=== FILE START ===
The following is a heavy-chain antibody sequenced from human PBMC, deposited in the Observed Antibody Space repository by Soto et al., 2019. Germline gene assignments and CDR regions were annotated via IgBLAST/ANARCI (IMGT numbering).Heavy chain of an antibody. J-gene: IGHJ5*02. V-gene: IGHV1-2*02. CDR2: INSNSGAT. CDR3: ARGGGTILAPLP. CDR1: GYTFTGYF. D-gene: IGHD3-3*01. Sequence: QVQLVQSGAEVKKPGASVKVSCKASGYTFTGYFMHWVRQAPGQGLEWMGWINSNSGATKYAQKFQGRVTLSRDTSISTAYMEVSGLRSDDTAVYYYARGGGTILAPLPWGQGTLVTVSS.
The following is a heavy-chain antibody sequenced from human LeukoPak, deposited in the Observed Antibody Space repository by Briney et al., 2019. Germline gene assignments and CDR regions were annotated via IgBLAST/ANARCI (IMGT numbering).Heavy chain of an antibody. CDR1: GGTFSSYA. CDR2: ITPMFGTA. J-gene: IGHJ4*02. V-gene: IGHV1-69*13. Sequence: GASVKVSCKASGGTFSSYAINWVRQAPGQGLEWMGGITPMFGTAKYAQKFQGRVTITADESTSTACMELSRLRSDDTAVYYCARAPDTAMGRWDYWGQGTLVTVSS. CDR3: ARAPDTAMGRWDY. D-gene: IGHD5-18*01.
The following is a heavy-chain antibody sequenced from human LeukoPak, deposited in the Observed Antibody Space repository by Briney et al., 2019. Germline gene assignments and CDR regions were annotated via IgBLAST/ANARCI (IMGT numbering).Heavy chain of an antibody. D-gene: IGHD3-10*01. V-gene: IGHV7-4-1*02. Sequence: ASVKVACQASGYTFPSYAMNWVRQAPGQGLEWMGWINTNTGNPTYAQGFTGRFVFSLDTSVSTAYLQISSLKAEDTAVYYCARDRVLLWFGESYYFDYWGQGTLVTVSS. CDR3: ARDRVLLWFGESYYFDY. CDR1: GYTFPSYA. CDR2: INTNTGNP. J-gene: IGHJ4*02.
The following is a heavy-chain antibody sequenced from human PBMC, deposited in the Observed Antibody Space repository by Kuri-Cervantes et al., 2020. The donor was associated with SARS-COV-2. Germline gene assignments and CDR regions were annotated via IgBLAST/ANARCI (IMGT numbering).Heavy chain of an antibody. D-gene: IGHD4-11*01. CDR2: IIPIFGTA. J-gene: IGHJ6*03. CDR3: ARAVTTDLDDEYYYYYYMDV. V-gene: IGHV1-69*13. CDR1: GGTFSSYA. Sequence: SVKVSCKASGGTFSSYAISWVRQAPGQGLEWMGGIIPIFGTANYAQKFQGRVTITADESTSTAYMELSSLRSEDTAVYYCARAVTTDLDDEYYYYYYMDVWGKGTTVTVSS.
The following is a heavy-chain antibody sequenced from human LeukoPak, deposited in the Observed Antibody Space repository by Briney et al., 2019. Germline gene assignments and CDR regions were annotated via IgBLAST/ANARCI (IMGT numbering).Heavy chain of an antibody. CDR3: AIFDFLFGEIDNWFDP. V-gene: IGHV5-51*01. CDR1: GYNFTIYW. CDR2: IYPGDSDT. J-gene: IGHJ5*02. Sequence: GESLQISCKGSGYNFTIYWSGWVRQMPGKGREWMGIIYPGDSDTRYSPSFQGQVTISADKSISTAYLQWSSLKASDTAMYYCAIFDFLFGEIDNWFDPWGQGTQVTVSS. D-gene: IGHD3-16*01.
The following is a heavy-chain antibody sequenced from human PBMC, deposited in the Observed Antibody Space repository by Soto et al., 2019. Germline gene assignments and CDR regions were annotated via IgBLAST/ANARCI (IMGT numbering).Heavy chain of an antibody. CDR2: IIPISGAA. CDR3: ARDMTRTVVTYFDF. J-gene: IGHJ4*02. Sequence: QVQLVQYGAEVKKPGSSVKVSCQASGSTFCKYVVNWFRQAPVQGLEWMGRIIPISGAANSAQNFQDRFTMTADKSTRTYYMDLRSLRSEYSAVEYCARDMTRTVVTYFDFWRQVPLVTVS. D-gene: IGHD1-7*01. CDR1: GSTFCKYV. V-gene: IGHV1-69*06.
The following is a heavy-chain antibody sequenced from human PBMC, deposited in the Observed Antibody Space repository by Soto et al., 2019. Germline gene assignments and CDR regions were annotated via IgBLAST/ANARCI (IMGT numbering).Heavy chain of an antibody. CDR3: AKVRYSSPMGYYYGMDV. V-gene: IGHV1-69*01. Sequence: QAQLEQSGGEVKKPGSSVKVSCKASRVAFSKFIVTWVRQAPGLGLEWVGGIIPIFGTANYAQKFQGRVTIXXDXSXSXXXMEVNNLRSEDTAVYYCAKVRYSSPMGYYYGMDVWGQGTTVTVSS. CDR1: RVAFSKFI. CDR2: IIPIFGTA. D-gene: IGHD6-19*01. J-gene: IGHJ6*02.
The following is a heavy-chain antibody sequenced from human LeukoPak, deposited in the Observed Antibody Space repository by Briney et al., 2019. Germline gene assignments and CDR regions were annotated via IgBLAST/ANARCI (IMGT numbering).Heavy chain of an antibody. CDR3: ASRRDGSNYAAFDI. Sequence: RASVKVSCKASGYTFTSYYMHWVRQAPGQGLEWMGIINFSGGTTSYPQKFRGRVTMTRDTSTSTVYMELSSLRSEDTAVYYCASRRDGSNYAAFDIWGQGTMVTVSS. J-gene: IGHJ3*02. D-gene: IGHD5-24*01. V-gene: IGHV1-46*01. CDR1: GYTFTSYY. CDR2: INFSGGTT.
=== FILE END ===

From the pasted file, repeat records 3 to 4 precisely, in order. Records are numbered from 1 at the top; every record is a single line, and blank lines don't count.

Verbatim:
The following is a heavy-chain antibody sequenced from human LeukoPak, deposited in the Observed Antibody Space repository by Briney et al., 2019. Germline gene assignments and CDR regions were annotated via IgBLAST/ANARCI (IMGT numbering).Heavy chain of an antibody. D-gene: IGHD3-10*01. V-gene: IGHV7-4-1*02. Sequence: ASVKVACQASGYTFPSYAMNWVRQAPGQGLEWMGWINTNTGNPTYAQGFTGRFVFSLDTSVSTAYLQISSLKAEDTAVYYCARDRVLLWFGESYYFDYWGQGTLVTVSS. CDR3: ARDRVLLWFGESYYFDY. CDR1: GYTFPSYA. CDR2: INTNTGNP. J-gene: IGHJ4*02.
The following is a heavy-chain antibody sequenced from human PBMC, deposited in the Observed Antibody Space repository by Kuri-Cervantes et al., 2020. The donor was associated with SARS-COV-2. Germline gene assignments and CDR regions were annotated via IgBLAST/ANARCI (IMGT numbering).Heavy chain of an antibody. D-gene: IGHD4-11*01. CDR2: IIPIFGTA. J-gene: IGHJ6*03. CDR3: ARAVTTDLDDEYYYYYYMDV. V-gene: IGHV1-69*13. CDR1: GGTFSSYA. Sequence: SVKVSCKASGGTFSSYAISWVRQAPGQGLEWMGGIIPIFGTANYAQKFQGRVTITADESTSTAYMELSSLRSEDTAVYYCARAVTTDLDDEYYYYYYMDVWGKGTTVTVSS.